The Evolution of the Cloud

We have some really exciting things that we're working on right now that we'll be sharing in the coming days and weeks ahead. But I think it's worth first taking a look back at my personal and Reclaim Hosting's  history in hosting to understand why I think this next step is such an important one. This will be a long post, but anyone who has been watching or has been a part of this history will likely appreciate the context for how these ideas have evolved (I know I personally do, and after all that's what this blog is for).

Shortly after I joined DTLT at the University of Mary Washington in the summer of 2011 one of my first projects was to start DTLT Today, a semi-regular video podcast that everyone in the group to some capacity participated in. We streamed it live which provided a really cool synchronous element and I still go back and watch the shows today to get a sense of where our heads were at around particular topics at the time. You can find all the episodes on my YouTube channel if you scroll back far enough. And that streaming part was an interesting one. I had experience through ds106.tv with third party tools like Justin.tv (now defunct because they became Twitch) and it was before the days of YouTube offering free streaming. I got it in my head to play around with Amazon Web Services to quickly create a streaming server of our own running streaming software called Wowza. The software would have been quite expensive and I surely had no server of our own on campus I could run it on, but for just an hour of live streaming we could do it very cheap (pennies per day).

Streaming Live Video without Ads for Pennies
I’ve been in search of a decent low cost video streaming solution for a long time now. It doesn’t take long playing with Ustream [http://ustream.tv] and Livestream [http://livestream.com…
The Evolution of the Cloud

That was my first time experiencing what "the cloud" could really do for web-based projects. The distributed plug and play nature of the tools got me hooked because there was a very low barrier to entry. If something wasn't working right, destroy it and start a new one. There was a marketplace of applications I could rely on for prebuilt stuff and even back in 2011 AWS had a lot of different services (now exponentially so).

By 2014 we had started to turn our eyes to AWS once again as a possible alternative hosting environment for UMW Blogs. We had suffered performance issues on that platform for quite awhile as we tried to handle growth and this seemed an opportunity for us to have a more flexible infrastructure that could grow with that project. We had planned to just move the database to an RDS instance and maybe the uploads to S3. But we ran into such latency that rather than scrap everything we added an EC2 server in and moved the whole application. And it was so fast!

UMW Blogs in the Cloud
Anyone tasked with running a large WordPress Multisite install at an institutional level has likely dealt with their fair share of issues in the past few years from database scaling with large growth to the constant barrage of spam and login attempts that can DDOS and server and bring it to its knee…
The Evolution of the Cloud

In the Fall of 2014 I had also begun playing with a piece of software I was starting to hear about called Docker. Something about servers being the old guard and "containers" being the new hotness. But what was a container? On the face of it they felt a lot like virtual servers. There was a hub I could search and find all kinds of different applications just like at AWS. But these were much faster than spinning up an EC2 instance because containers didn't have to start an entire operating system and make use of all the hardware of the computer they were running on, they were much smaller virtualized instances of just the application they were running with the ability to share all the common OS-level stuff across multiple containers.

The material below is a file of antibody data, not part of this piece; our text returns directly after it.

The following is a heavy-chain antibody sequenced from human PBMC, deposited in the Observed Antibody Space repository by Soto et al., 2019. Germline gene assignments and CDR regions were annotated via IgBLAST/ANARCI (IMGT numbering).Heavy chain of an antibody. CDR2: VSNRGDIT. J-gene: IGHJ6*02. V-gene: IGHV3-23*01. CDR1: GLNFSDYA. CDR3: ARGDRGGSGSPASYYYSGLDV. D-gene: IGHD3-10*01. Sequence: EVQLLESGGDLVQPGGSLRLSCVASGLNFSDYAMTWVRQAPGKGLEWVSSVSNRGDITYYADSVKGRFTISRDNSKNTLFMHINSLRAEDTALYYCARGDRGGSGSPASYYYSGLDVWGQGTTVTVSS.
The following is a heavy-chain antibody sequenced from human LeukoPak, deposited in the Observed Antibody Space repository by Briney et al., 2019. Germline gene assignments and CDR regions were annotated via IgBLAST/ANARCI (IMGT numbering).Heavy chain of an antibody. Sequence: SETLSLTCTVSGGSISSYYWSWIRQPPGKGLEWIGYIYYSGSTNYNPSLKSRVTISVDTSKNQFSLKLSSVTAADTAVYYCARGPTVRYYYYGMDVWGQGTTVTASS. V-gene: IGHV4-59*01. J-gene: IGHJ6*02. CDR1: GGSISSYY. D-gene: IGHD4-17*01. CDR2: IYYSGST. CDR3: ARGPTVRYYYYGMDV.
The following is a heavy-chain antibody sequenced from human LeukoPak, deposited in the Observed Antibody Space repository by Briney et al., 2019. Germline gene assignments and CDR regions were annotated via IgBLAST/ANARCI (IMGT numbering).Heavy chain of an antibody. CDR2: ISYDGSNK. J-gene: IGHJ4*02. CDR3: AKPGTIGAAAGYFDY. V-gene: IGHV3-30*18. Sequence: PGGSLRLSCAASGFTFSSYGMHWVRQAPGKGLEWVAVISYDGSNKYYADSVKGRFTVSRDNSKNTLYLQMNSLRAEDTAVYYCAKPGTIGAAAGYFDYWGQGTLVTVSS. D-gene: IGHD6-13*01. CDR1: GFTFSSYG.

Keep in mind Reclaim Hosting had been a thing for a year at this point and Domain of One's Own at UMW for 2 years. Add to that Hippie Hosting and I had about 3 years of server experience under my belt but it was all in the context of shared hosting with Plesk and cPanel. Because Docker allowed me to run applications I could never run previously in LAMP servers I was immediately hooked. I figured out a way to share multiple Ghost containers on a single server so we started offering that through Reclaim Hosting. Similar with Discourse forum hosting. I even had a Federated Wiki instance up and running for a time that was running on Docker containers (remember that?!). It's been a long running dream for us to offer an elegant solution to allow people to play with this stuff. But there was still a lot of manual work creating and removing these containers when users would sign up, and a lack of a real solution meant slow adoption and difficulty supporting it.

Fast forward to the end of 2014 and I've given notice that I'm going to do Reclaim Hosting full time, quite a leap of faith given the security of working at a public institution. But this shit was fun, people were trusting us, and the community was growing. In December of that year Jim and I had the thought to bring Kin Lane to Fredericksburg to talk to us about APIs and think through how we might build an architecture for that at Reclaim Hosting. My head was still in the clouds with all the Docker stuff and we couldn't resist thinking about it in terms of containers, all different endpoints and applications as various containers with their own unique hostnames. It was a solid few days of brainstorming that pushed the very boundaries of my understanding at the time and I still treasure not just these scribbled notes on a whiteboard but also the generosity of Kin's time with us.